In this post, Meredith MacAulay discusses how we can better help students transfer their knowledge from preparatory courses to the real world. (NB: The Twitter chat referred to has now taken place, but please check the pre-chat post and links below.)
Despite the increasingly high enrolments in EAP courses in Australia, particularly Direct Entry courses, there is still limited published research into what impacts these courses have on students’ success at university. It can be argued that the ultimate goal of an English for Academic Purposes course is for students to transfer the language, skills and strategies they learn to the tertiary context. However, to what extent does this occur? What affects whether our students use what they learn in their EAP courses? And are we teaching what they really need?
This Twitter Chat will focus on issues surrounding the teaching of EAP courses and learning transfer, that is the application of skills or knowledge learned in one context to a new context. The inspiration for the chat comes from my personal interest in learning transfer and research I carried out on the transfer of learning from a Direct Entry EAP program [DEP] to students’ university mainstream subjects. It focused specifically on speaking skills and the related assessments from the DEP course, and you can read more about it here.
In the Twitter Chat, I’d like to draw on three factors that have been suggested as possible influences on transfer of learning, and which also featured in my results.
- students’ perceptions of task similarity – do tasks that students are required to do at uni seem similar to tasks they have done before?
- students’ perceptions of transfer ‘climate’ (James, 2010) – do students feel supported by the context, including their peers, teachers and assignments?
- instructional strategies – we can teach for transfer by making our courses similar to the target context and by making students aware of these similarities. We can also encourage students to reflect, plan and monitor their activities and to anticipate future applications (Green, 2015). These strategies are outlined in the ‘hugging and bridging’ model.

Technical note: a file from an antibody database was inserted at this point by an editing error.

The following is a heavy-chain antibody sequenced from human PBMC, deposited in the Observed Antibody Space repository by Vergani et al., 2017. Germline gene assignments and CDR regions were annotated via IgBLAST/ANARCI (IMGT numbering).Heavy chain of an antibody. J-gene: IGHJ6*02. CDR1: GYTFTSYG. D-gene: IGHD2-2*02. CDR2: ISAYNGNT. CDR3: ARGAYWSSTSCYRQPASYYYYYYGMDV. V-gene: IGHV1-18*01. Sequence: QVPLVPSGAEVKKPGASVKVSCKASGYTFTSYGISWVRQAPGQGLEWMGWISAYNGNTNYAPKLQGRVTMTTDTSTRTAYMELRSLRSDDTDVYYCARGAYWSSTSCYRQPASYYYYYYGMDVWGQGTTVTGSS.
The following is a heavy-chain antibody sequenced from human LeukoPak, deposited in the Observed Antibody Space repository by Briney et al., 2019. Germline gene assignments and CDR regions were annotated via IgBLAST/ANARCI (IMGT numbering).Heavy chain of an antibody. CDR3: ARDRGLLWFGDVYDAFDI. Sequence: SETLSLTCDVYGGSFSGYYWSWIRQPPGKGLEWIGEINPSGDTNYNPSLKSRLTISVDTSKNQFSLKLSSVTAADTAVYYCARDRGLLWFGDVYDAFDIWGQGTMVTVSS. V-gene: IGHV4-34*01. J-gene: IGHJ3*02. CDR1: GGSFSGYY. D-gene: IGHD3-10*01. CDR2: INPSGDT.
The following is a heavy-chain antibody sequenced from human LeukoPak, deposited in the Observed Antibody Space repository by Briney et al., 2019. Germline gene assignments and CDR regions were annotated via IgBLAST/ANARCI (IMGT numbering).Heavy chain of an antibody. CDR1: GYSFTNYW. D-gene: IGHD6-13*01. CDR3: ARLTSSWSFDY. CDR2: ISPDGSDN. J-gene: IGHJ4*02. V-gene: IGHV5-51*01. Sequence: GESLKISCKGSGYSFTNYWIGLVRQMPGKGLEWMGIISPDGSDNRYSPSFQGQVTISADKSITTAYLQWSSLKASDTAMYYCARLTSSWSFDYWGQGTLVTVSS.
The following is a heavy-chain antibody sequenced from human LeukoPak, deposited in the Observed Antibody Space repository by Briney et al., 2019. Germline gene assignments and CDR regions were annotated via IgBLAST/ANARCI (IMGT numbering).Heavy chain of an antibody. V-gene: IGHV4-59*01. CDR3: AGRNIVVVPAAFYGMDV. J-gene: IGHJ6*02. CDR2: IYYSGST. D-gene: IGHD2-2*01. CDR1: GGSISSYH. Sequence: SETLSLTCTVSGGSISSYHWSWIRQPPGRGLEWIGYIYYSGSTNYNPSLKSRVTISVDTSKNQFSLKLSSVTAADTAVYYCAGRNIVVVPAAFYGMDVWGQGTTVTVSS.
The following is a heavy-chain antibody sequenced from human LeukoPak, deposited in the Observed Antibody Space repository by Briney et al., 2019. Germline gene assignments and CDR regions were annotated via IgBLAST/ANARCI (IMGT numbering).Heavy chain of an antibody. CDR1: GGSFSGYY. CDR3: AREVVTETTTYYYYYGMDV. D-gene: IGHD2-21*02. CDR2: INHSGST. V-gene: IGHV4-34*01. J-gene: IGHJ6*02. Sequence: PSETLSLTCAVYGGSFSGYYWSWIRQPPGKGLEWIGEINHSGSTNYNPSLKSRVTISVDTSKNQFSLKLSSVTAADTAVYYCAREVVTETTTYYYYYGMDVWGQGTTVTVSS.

So bring your experience and ideas and let’s discuss the following:
- What skills do you expect your students to take from your class to uni?
- To what extent do your students transfer what they have learnt in their mainstream classes? How do you know?
- How can we strike a balance between near transfer (learning for the test) and far transfer in a DEP course?
- What can we do to familiarise our students with the target context?
- What else do you (or your institute) do to facilitate transfer?
- What information or research would help us to plan our courses and teach for transfer?
All are welcome to this chat, even if you don’t teach EAP! Transfer from our courses to a ‘real life,’ context is relevant to all teachers-General English, Business English, English for Migrants, Teacher Training, etc…Look forward to seeing you there!
This chat has now taken place.
Further Reading & References
Green, J. (2015). Teaching for transfer in EAP: Hugging and bridging revisited. English for Specific Purposes, 37, 1-12.
MacAulay, M (2016). Transition and transfer: Effects of an EAP direct entry course on students’ discussion skills at university. University of Sydney Papers in TESOL, vol 11, pp. 97-130.
James, M.A. (2006b). Teaching for transfer in ELT. ELT Journal, 60 (2), 151-159.
James, M. A. (2010). Transfer climate and EAP education: Students’ perceptions of challenges to learning transfer. English for Specific Purposes, 29(2), 133-147.
Meredith MacAulay (@MeredithMacAul1) is an active AusELTer and currently teaches a Direct Entry EAP course to international students pursuing tertiary study in Sydney as well as training pre-sessional and in-session teachers. She presented on this topic last year at the University of Sydney TESOL Research Colloquium and the English Australia Conference. This is her first time to moderate a Twitter chat!